ST PAUL, Minn — People always say "be proud of yourself” and Mienique Avery is beaming.
The 17-year-old can't stop smiling. The St. Paul teen created a song and uploaded it to YouTube. It now has 22 million views.
The video helped her earn more than $100,000. Her creativity and ability to reach a wide audience caught the attention of a major record labels. On the song, Avery samples a melody from Alicia Keys.
“To have this many views and fans, how can I keep my numbers the same way?,” she said.
That's where SVP of A&R Interscope Records Randall “Sickamore” comes in.
Sickamore is from the same label that built Eminem. Maroon 5, Madonna and Billie Eilish are also on the roster.
Monday, he led a master class for Avery and other students at the High School for Recording Arts. It’s a public charter high school in St Paul. Sickamore focused on the business of music, a course Avery and other students at HSRA have taken.
Sickamore, billboard topping producer, said it is important for students to understand they need a game plan to execute their dreams.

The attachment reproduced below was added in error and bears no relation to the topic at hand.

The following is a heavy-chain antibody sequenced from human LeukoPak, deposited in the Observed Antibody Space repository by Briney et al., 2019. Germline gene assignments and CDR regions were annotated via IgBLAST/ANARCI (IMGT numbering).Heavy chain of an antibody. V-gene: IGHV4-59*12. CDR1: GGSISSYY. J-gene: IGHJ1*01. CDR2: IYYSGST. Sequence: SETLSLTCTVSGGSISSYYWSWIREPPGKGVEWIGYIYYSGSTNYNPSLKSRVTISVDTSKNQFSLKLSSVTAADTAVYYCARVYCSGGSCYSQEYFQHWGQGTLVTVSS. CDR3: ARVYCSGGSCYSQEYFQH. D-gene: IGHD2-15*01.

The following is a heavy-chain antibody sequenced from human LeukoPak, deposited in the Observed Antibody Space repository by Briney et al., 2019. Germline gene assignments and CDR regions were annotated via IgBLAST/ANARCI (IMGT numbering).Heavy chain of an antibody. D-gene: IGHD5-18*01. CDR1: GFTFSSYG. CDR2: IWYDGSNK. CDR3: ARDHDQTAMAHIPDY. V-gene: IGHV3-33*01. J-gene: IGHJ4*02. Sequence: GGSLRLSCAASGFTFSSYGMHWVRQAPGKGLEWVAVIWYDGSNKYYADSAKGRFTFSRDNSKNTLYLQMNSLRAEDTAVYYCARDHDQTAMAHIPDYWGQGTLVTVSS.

“Viral is only for a certain amount of time. After you get that attention, what are you going to do with it?” Sickamore said. "How are you going to follow up?"
By contrast, he believes the path for people in the music industry is different.
“A lot of times in school, you learn your craft and do it. In other walks of life it is laid out for you. If I want to be a lawyer, I get my bachelors. Law School and law degree,” he said. “Life of a creative is not that regimented.”
SPOILER ALERT: D Smoke, the winner of the Netflix series Rhythm + Flow also shared secrets to success. Judges Cardi B, Chance the Rapper and T.I. all gushed over D Smoke. He infused Spanish in his lyrics and incorporated multiple instruments to beat his competition. Monday, the Inglewood native, told the students authenticity is critical.
“Be honest in your art. It is liberating to the next artist because they see that you don’t have to make creative decisions based on the creative decisions other popular artist might make,” he said. “Take full advantage of the resources and the support and opportunities that are here at HSRA. It is not common. HSRA is very different from my high school experience. Students can learn so much so quickly in a place like this. What I like about music now is that people are paying more attention to just the art."
Last year, D Smoke worked at a pilot version of HSRA in Los Angeles. He taught music engineering, financial literacy and English.
During the visit, HSRA students were given the opportunity to perform and showcase their talent.
In a news release, the founder of the school, David Ellis, said their ultimate goal is for HSRA students to get record label deals, which includes content creation to audio engineering.